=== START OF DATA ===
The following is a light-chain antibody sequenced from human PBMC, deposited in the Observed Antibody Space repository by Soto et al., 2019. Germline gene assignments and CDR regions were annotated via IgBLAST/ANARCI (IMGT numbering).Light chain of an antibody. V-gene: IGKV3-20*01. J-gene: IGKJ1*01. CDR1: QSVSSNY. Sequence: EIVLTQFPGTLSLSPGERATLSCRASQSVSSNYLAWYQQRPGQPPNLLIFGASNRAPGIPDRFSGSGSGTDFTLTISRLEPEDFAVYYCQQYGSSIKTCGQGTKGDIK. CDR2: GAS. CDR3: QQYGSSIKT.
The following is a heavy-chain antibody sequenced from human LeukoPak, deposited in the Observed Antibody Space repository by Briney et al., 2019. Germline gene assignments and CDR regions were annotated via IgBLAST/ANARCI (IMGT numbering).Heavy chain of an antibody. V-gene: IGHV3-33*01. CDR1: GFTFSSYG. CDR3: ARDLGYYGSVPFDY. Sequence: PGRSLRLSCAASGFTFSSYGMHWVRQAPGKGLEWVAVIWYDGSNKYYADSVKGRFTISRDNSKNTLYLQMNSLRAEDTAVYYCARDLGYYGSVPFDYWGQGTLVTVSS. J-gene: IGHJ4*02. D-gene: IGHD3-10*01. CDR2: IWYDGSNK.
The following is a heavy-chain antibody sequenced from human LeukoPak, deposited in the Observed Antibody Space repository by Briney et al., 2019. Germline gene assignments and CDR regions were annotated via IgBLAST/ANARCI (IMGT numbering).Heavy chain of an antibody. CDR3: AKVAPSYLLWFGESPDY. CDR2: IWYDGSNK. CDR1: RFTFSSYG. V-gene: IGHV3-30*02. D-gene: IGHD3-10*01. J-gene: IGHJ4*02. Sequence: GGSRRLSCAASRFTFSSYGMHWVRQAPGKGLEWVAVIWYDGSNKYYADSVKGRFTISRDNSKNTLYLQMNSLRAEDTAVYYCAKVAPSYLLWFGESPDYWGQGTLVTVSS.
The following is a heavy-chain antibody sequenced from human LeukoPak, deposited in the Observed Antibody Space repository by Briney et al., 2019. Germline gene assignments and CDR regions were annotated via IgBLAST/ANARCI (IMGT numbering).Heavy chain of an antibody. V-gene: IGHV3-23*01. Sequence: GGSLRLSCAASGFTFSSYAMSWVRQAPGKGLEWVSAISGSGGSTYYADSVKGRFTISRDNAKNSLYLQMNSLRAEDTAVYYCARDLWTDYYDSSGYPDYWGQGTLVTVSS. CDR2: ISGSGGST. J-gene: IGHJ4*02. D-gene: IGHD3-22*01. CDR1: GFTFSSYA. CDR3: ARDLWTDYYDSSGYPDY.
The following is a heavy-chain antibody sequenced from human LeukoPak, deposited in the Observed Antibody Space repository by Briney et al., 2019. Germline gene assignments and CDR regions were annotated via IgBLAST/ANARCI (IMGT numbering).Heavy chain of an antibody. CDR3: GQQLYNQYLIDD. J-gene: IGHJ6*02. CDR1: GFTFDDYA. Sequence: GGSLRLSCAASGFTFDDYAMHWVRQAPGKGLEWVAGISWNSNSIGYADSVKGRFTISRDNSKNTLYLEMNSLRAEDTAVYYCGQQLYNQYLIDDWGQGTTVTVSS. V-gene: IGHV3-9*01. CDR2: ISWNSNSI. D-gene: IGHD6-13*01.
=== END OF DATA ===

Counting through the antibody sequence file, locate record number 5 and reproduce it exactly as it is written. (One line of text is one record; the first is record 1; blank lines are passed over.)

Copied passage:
The following is a heavy-chain antibody sequenced from human LeukoPak, deposited in the Observed Antibody Space repository by Briney et al., 2019. Germline gene assignments and CDR regions were annotated via IgBLAST/ANARCI (IMGT numbering).Heavy chain of an antibody. CDR3: GQQLYNQYLIDD. J-gene: IGHJ6*02. CDR1: GFTFDDYA. Sequence: GGSLRLSCAASGFTFDDYAMHWVRQAPGKGLEWVAGISWNSNSIGYADSVKGRFTISRDNSKNTLYLEMNSLRAEDTAVYYCGQQLYNQYLIDDWGQGTTVTVSS. V-gene: IGHV3-9*01. CDR2: ISWNSNSI. D-gene: IGHD6-13*01.